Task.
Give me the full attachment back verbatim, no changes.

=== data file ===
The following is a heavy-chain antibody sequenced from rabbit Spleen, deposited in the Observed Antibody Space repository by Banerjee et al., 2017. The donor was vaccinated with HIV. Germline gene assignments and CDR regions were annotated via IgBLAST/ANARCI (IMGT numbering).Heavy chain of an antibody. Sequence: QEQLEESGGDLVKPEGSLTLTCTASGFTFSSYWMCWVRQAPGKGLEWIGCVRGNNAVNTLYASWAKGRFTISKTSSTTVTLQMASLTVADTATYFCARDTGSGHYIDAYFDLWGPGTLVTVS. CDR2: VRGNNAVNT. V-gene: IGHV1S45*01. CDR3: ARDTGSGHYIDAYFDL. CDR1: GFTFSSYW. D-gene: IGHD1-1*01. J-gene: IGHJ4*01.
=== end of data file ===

The following is a heavy-chain antibody sequenced from rabbit Spleen, deposited in the Observed Antibody Space repository by Banerjee et al., 2017. The donor was vaccinated with HIV. Germline gene assignments and CDR regions were annotated via IgBLAST/ANARCI (IMGT numbering).Heavy chain of an antibody. Sequence: QEQLEESGGDLVKPEGSLTLTCTASGFTFSSYWMCWVRQAPGKGLEWIGCVRGNNAVNTLYASWAKGRFTISKTSSTTVTLQMASLTVADTATYFCARDTGSGHYIDAYFDLWGPGTLVTVS. CDR2: VRGNNAVNT. V-gene: IGHV1S45*01. CDR3: ARDTGSGHYIDAYFDL. CDR1: GFTFSSYW. D-gene: IGHD1-1*01. J-gene: IGHJ4*01.